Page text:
This Week’s Message: History’s Rhymes

In our effort to keep you informed as to what we’re thinking in the here and now we’re forever highlighting herein the at-the-moment trends and developments that instruct our entries into, exits out of, and hedges on various asset classes and securities. Underneath it all of course is the broad macro picture, global general conditions, if you will, that command our attention (analyzing, interpreting, testing, hypothesizing) on virtually a 24/7 basis. 

Yes, no doubt, we live in times that are indeed unique to you and me. However, as history has a way of rhyming, it turns out that times like the present have in fact played out in the past. Which of course makes the intense, ongoing study of history a mandatory function for a firm like ours — as it aids us in gauging the go-forward probabilities with regard to inflation, deflation, interest rates, currencies, commodities, stocks, bonds, etc.

The raging conversation among deep macro thinkers these days is around the efficacy of monetary policy, and of fiscal policy, and what it all means in the inflation vs deflation debate.

The chart below will give you a sense of the modern-history uniqueness of the situation we find ourselves in. Grey shaded areas denote past recessions, the blue line represents corporate debt to GDP, the red line represents interest rates (3-month TBill):

Notice how debt tends to decline when things get tough, but each short-term cycle resolves with a higher level relative to where it began. I.e., existing debt at the beginning of each new expansion is higher than it was at the beginning of the last. And note how interest rates are now nearly as low as they can go, without going negative.

Now let’s stretch out the graph and capture the past 100 years:

Now notice when in history (the Great Depression and the Great Recession) interest rates (orange) were at present lows. And, alas, notice where total debt to GDP (blue) rested during those rare occurrences.
At this point you may have a greater appreciation for my thesis that the Fed’s new approach to potential inflation — let it run hotter — is, contrary to popular opinion, not about their desire to inspire inflation via “forward guidance”, but to give themselves the wherewithal to not address it with higher interest rates if/when it ultimately exceeds the point where their old commitment would’ve had them doing so.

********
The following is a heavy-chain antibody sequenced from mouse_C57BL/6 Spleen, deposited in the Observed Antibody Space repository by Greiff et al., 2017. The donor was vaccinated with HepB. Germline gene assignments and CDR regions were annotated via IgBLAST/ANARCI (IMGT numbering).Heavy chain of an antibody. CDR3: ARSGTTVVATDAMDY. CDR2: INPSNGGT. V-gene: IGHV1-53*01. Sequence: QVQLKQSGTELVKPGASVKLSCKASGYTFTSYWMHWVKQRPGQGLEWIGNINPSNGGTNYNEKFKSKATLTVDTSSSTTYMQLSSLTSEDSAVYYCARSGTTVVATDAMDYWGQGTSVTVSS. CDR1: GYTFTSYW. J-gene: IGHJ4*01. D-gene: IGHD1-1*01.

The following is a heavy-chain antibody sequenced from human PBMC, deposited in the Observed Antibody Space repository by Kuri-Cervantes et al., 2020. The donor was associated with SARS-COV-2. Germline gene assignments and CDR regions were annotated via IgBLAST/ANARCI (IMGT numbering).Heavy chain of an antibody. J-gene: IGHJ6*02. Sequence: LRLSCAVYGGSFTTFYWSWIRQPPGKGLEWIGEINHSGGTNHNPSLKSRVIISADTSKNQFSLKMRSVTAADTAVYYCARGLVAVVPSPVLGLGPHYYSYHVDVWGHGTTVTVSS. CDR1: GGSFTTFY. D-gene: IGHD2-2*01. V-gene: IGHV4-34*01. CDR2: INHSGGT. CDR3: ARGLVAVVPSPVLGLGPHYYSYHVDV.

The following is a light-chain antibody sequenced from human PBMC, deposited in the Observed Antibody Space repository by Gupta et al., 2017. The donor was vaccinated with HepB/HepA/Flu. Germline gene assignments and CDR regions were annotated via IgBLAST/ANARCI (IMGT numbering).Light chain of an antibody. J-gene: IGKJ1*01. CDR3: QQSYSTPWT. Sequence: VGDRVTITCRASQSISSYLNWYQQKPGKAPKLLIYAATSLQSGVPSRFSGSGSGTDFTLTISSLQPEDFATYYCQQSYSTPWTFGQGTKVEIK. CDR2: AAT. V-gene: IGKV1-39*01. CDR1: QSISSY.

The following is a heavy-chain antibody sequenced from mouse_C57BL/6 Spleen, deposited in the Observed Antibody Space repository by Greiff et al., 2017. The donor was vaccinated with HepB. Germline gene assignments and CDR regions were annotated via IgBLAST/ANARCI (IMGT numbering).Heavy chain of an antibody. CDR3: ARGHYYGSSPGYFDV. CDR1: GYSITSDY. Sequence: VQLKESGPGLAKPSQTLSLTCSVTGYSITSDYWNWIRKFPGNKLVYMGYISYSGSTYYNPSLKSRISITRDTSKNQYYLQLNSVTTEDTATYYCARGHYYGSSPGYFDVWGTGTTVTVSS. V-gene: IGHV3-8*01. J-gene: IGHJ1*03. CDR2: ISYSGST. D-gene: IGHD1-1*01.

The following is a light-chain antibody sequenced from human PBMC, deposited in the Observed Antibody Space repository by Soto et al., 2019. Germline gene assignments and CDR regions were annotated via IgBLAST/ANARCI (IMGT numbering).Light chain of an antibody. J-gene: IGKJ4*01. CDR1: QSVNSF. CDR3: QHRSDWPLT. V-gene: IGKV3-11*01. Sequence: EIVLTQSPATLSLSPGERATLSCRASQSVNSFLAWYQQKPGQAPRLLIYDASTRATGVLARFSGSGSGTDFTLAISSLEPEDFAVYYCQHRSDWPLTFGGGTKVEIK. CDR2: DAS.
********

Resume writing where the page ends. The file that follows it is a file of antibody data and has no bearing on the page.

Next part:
I.e., imagine the Fed hiking rates amid history’s greatest debt bubble when their decades long practice of bailing out otherwise failed institutions, not to mention rescuing egregiously careless hedge funds and private equity firms (this go round), coupled with financial repression, leaves them with virtually no choice but to in fact inflate the debt away via the printing press. 
Oh, and imagine what would happen to the price of stocks when the discount models that justify their valuations have to factor in an interest rate above zero! Although, inflation (particularly in a massive debt environment) by itself — without regard to Fed rate policy — could easily do the trick.
In the meantime, the overwhelming consensus has it that fiscal stimulus (government borrowing and spending) is paramount if we’ve any chance of making our way out of this recession anytime soon, and in a healthy, sustainable manner. The theses of those in the inflation-is-coming camp see this as the ultimate ingredient, as, clearly, we’ve learned that the Fed simply printing money bank reserves by itself sparks no inflationary impulse, other than in asset markets (stocks in particular). A trillion or three of government injections into the economy, however, amid zero Fed restraint (the opposite in fact) and global supply constraints (Covid, trade disputes, onshoring, etc.), and — while there remain some very smart skeptics — it’s not hard to at last begin sympathizing with the inflationistas.
Now, for us, being tasked with the smart allocation of our clients’ monies, it all comes down to risk and opportunity. Suffice to say, that, while I’ve barely scratched the surface of the inflation debate for you herein this morning, we need to remain uber cognizant not only of the prevailing setup, with its attendant risks and opportunities, but of the rhyming of history — which, per the 2nd graph above, has us (with 41% of our core allocation presently targeted to cash, currencies and commodities, and our top equity holdings being staples, utilities, healthcare and materials, and, not to mention hedging with puts) erring on the side of caution these days.
Thanks for reading!
P.s. For a deeper dive into the times when history rhymed with today, the source of the above charts, Lynn Alden’s enlightening essay titled A Century of Fiscal and Monetary Policy: Inflation vs Deflation, is a great read!


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